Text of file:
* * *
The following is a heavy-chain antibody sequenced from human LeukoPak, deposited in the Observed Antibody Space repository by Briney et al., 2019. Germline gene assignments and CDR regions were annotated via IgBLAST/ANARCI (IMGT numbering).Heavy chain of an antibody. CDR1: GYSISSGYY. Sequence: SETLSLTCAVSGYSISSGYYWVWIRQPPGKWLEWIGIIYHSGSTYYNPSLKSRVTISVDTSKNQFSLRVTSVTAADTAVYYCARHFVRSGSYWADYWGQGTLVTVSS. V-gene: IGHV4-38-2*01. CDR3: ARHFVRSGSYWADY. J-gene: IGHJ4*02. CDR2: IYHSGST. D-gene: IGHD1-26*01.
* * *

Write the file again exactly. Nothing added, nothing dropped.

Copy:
The following is a heavy-chain antibody sequenced from human LeukoPak, deposited in the Observed Antibody Space repository by Briney et al., 2019. Germline gene assignments and CDR regions were annotated via IgBLAST/ANARCI (IMGT numbering).Heavy chain of an antibody. CDR1: GYSISSGYY. Sequence: SETLSLTCAVSGYSISSGYYWVWIRQPPGKWLEWIGIIYHSGSTYYNPSLKSRVTISVDTSKNQFSLRVTSVTAADTAVYYCARHFVRSGSYWADYWGQGTLVTVSS. V-gene: IGHV4-38-2*01. CDR3: ARHFVRSGSYWADY. J-gene: IGHJ4*02. CDR2: IYHSGST. D-gene: IGHD1-26*01.